Saturdays there was the Children’s Club Matinee in the morning Cowboy films, Mickey Mouse, Buck Jones Roy Rogers and his horse Trigger, Laurel & Hardy, Charlie Chaplin, Marx Brothers, all the kids loved it and shouted like mad.
When the very peak of films were available it meant that you had to stand in a queue that was inside to the left of the entrance hall, where you waited until the Commissionair dressed in his green uniform overcoat with gold braid all over it, and a peaked Military style cap with ODEON on it, he would come over and count about dozen then put his arm behind that number and let those go and purchase their ticket, Some times there were so many waiting in the queue that it led in from out side and down the side passageway, I remember waiting there several who had to wait a long time used the Public Phone Box to tell their family they would be home late.
Those who walked home after, some bought chips from the fish shop in Lordship Lane and ate them direct from the broadsheet newspaper as they walked along, getting home to find that their hands were covered in black ink from the print.
During this time there were some horse drawn vehicles, outside the East Dulwich Hotel was a Granite Horse Trough where the horses could get a drink, there were two lower long troughs underneath for the dogs and at one end a drinking push button to get a jet of drinking water direct to your mouth or use the Puter cup on the chain.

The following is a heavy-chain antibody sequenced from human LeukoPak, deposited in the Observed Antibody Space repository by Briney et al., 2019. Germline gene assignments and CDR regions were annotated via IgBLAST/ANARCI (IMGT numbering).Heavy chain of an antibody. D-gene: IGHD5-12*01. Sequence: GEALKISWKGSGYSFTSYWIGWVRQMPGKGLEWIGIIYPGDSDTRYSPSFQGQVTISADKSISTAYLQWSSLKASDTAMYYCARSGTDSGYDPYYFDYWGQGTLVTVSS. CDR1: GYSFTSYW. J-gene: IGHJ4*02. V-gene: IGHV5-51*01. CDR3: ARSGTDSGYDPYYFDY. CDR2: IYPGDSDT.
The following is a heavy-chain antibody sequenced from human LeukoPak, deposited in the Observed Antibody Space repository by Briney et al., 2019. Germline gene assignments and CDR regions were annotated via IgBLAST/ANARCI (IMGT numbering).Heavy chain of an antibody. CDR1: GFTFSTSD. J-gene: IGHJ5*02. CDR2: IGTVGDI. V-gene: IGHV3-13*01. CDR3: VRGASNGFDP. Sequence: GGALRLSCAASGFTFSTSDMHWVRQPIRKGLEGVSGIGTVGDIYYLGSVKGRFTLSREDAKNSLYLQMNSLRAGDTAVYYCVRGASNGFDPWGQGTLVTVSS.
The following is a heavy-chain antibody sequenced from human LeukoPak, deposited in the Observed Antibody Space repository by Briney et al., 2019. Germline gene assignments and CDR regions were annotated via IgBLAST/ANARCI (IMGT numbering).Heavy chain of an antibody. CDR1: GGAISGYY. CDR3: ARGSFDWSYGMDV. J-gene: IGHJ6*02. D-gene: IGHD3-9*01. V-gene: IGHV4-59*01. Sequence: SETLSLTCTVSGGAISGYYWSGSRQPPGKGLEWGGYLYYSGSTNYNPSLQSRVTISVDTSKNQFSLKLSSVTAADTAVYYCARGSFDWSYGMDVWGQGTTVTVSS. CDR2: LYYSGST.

The trams passed the Odeon, to Goose Green some went on to Dulwich Library or Forest Hill or terminated at Blackwell Tunnel, there were two branch lines, one that entered Sterling Road to allow the trams to terminate there and stay until their time of return, the other branch was used by a man changing the points for the trams to proceed to Peckham Rye then terminate at Stuart Road.
Goose Green has as far as I can remember been enclosed possibly to prevent the livestock of the early days from roaming onto the roads. The Pointsmans wooden hut also acted as a passengers waiting shelter, the style reminded me of the sea side shelters on the Promenades.

 Nunhead Workhouse